Monday, December 25, 2006

Festival of the Nativity

NB: With a bit of help from Willimon’s Pulpit Resource

Maybe you’ll notice that when it comes to thinking about Christmas, suddenly the camera goes out of focus and everything gets blurred. Inside, the turkey is roasting in its own juices. Outside, in some places the snow is blanketing the earth. At the mention of the magic word Christmas, everything becomes nostalgic, comforting, and sweet.

Christmas here drowns in nostalgia, carols, and candy. Your favorite Christmas CD playing in the background while opening presents, before retiring to the TV room to watch It’s a Wonderful Life for the 38th time. There’s nothing like an old fashioned Christmas.

Maybe that’s something the bible might say a hearty “Amen!” to. There is nothing like an old fashioned Christmas, if by “old fashioned” you mean “first century.” Where the world is not a winter wonderland. Where Santa is not in the North Pole making toys for good little girls and boys. Where miracles have yet to appear on 34th Street.

Christmas in the bible isn’t the same as Christmas at the mall.

Instead, the first Christmas was in a world where rulers raged and wickedness flourished. Where children were murdered and countries destroyed each other. Christmas, first century style, is light – light slipping into the darkness, almost unseen.

Christmas, in our hands, looks nothing like that. After we’re done with it, Christmas becomes a dream, an escape, a vacation.

Maybe that’s because of today’s newspaper headlines – who wouldn’t want a vacation from all that? - and they’re all there in Matthew and Luke as well: massacres of innocent children, political corruption, lies, deceit, fear, and the holy family just barely escaping with their lives as political refugees in an unwelcoming world.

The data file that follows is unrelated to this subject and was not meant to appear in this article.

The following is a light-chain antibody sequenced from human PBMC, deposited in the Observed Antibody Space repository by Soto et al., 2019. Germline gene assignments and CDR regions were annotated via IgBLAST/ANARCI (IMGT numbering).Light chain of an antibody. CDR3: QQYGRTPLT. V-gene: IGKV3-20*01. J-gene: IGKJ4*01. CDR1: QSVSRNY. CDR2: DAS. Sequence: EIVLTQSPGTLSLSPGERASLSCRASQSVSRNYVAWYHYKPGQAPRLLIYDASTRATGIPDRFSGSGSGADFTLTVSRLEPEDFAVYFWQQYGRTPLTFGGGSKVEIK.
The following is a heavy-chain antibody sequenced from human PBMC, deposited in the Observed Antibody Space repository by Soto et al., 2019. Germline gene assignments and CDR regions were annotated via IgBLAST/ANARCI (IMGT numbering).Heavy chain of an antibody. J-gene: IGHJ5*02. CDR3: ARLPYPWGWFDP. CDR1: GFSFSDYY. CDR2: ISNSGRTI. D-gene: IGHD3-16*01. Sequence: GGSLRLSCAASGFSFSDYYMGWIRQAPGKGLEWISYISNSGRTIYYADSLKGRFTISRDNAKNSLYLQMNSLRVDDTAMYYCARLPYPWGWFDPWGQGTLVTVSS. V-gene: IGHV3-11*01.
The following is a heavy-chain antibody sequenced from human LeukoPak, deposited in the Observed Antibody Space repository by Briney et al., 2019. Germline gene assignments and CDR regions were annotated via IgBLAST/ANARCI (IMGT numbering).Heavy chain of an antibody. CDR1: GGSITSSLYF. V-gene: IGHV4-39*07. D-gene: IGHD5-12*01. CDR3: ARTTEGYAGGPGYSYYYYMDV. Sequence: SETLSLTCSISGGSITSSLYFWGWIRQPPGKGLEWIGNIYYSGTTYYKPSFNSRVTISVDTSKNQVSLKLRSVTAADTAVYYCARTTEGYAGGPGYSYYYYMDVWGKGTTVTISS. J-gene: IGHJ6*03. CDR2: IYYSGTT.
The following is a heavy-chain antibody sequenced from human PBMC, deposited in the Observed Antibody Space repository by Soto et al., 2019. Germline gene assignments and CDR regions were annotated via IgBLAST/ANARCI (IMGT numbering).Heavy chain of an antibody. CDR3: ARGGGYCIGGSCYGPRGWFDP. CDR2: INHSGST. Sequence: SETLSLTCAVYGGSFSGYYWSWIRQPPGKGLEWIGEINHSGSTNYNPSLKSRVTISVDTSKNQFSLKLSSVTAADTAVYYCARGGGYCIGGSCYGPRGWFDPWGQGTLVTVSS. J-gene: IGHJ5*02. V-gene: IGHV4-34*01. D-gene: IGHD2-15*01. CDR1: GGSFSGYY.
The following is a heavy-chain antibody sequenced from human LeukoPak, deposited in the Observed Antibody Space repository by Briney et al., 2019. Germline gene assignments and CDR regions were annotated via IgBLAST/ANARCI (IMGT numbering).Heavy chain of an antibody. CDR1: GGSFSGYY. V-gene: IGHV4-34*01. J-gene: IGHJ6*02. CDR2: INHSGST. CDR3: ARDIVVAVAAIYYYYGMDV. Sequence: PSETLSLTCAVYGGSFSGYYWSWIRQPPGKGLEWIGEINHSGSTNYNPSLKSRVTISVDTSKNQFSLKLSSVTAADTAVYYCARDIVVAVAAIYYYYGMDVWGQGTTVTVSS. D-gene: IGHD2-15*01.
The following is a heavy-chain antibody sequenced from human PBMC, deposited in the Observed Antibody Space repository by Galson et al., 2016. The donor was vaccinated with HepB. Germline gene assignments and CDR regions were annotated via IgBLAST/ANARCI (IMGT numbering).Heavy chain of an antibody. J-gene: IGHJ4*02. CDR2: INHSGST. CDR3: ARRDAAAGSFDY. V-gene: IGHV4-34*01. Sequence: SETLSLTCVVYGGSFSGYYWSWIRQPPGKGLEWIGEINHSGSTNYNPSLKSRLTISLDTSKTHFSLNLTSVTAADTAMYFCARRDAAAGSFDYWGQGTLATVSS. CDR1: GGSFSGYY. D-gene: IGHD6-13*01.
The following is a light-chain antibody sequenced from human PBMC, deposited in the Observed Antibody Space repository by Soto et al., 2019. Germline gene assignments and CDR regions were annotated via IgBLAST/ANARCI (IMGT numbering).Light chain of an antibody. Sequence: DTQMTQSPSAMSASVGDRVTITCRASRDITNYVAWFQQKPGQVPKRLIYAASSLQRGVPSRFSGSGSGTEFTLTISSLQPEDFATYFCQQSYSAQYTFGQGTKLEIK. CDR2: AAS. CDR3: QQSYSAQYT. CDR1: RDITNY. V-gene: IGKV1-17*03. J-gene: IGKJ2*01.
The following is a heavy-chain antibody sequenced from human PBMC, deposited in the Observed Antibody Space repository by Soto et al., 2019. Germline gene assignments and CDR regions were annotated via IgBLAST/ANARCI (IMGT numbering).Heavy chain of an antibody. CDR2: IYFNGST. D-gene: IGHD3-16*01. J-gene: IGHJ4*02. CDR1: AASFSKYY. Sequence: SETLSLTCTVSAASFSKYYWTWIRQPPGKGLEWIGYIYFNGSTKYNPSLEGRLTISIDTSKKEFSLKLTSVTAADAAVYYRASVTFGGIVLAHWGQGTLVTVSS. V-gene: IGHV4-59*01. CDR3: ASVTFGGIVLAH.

While our lives may not be so dramatic, many lives around the world are. But if we look hard enough, we all find ourselves in the story. We all find ourselves living our own little dramas. Loneliness. Frustration on the job. A painful illness or agonizing loss. Maybe it’s all wrapped up into one. That’s what makes us jump feet first into this story to find our place within it. We wonder how the drama of our lives connects with the drama of this story.

Where are you in the story? That’s a hard question when you think about it. I know that I don’t have a clue where I fit in to this story.

I don’t see myself as one of those shepherds, that’s for sure. I don’t like staying up late at night. I’m not all that outdoorsy, and if I saw a choir of angels singing in the sky I might be more inclined to think it was bad shrimp rather than a divine announcement.

I don’t think I’m one of the Magi – or three wise men. I’m no star gazer. I don’t look to the sky to find out what’s going on in the world. I get my news from the Internet. I dabble in RESPs for my kids, not in gold; frankincense irritates my sinuses; and I prefer myrrh to be locked away at the funeral home instead of nestling in my backpack.

I’m certainly not Mary. It would be physically impossible for me to play her role. But then again, it was for her as well. And while I’m told I look good in blue, my bald head and beard might just make the story a little too creepy.